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Publication numberUS4431953 A
Publication typeGrant
Application numberUS 06/297,861
Publication dateFeb 14, 1984
Filing dateAug 31, 1981
Priority dateNov 13, 1980
Fee statusPaid
Also published asDE3042819A1
Publication number06297861, 297861, US 4431953 A, US 4431953A, US-A-4431953, US4431953 A, US4431953A
InventorsHans-Dieter Schray, Bernd Taubitz, Rainer Wirtz
Original AssigneeRobert Bosch Gmbh
Export CitationBiBTeX, EndNote, RefMan
External Links: USPTO, USPTO Assignment, Espacenet
Circuit for operating a synchronous motor from a dc supply
US 4431953 A
Commutation of the stator windings of a synchronous motor energized by a d.c. supply is controlled by comparison of voltages induced in two stator windings neither of which is a winding previously energized nor a winding about be energized. For speed control, turning on of the winding next energized can be delayed controllably. Motor current during start-up or overload can be limited by chopping, with a variable keying ratio, the d.c. supply connection to the motor during the first 80% of the period of energization of each stator winding. For reducing delay in starting, the rotor may be brought into a particular position automatically every time the motor is stopped or, in the case of a fuel pump motor for an injection type internal combustion engine, just before starting the engine through a supplementary contact controlled by the ignition key. Starting up can be provided by two initial pulses of commutation provided by means of an oscillator and two transistors.
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We claim:
1. Circuit for operating, from a d.c. supply of electric voltage, a synchronous electric motor having a stator equipped with a plurality of phase windings, n in number, and a pole-wheel rotor, by cyclically connecting said windings to said d.c. voltage supply, comprising means, responsive to voltage induced in said windings while said windings are not connected to said d.c. voltage supply, for connecting each of said windings in a predetermined sequence to said d.c. voltage supply over an angular interval which is substantially 360/n of the voltage wave induced in the winding, said interval being substantially centered on the extreme value of the voltage of the negative half of said voltage wave in the particular winding, said connecting means being arranged to connect each of said windings thereto in response to comparison of the voltages induced in two others of said windings and comprising for that purpose:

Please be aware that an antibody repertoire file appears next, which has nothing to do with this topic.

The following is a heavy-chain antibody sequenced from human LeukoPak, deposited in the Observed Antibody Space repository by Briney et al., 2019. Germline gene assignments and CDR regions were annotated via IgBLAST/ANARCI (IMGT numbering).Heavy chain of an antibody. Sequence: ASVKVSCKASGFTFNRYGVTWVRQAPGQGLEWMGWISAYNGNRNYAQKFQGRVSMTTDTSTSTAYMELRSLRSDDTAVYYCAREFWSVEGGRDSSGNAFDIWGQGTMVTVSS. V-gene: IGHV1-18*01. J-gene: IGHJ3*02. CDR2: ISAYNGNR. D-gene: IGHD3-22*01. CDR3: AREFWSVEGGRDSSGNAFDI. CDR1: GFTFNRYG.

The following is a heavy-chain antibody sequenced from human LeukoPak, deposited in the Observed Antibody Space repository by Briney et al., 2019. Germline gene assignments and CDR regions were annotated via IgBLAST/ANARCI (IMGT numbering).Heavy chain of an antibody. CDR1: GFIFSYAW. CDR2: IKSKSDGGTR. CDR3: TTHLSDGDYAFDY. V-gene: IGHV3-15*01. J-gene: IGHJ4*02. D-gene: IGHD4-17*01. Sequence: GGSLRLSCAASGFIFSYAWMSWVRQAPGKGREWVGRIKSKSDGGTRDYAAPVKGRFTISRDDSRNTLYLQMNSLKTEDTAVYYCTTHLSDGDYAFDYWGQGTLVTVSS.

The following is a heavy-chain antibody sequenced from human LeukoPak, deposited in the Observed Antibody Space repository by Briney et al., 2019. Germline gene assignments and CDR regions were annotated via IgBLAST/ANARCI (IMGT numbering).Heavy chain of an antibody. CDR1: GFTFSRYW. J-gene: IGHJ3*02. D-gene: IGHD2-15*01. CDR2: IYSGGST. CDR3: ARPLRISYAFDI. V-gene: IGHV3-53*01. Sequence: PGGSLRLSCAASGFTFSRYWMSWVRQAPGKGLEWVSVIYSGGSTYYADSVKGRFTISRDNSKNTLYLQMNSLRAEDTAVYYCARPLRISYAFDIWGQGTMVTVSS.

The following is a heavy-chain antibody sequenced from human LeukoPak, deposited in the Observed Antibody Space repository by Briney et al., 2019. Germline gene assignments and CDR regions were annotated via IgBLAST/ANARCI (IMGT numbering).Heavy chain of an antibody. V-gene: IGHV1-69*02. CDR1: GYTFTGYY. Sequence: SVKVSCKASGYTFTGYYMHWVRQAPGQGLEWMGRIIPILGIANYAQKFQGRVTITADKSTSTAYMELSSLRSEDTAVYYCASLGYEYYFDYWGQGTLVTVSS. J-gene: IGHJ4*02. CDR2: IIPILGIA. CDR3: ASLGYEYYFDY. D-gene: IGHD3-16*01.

means (V1, V2, V3, V4) for switching each of said windings individually into and out of connection with said d.c. voltage supply in response to control signals;
means (11, 12, 13, 14) for comparing the voltage at corresponding terminals of each pair of windings that succeed each other in the energization sequence for switching on a winding other than those of which the voltage is being compared, which is approaching an induced voltage extreme value of the polarity opposite to that of the induced voltage component of the compared voltages and for simultaneously switching off the winding which was the last previous one in sequence to have been switched on, the number of said phase windings being sufficiently large and said comparing means being constituted so that said last previous winding in sequence to have been switched on is never one of said pair of windings of which the voltage is being compared;
means (15-23) including a cyclic counter (23), for recognizing, during operation of said motor, said pair of windings for each comparison operation of said comparing means and for processing the output of said comparing means to provide control signals for said switching means (V1, V2, V3, V4), and
means for blocking the advance of said cyclic counter (23) for a predetermined time after every advance operation thereof.
2. Circuit as defined in claim 1 in which means are provided for varying the interval between the beginning and end of the d.c. supply connections during said 360/n angular intervals to the respective stator windings in response to the difference between a reference speed and the actual speed of said synchronous motor.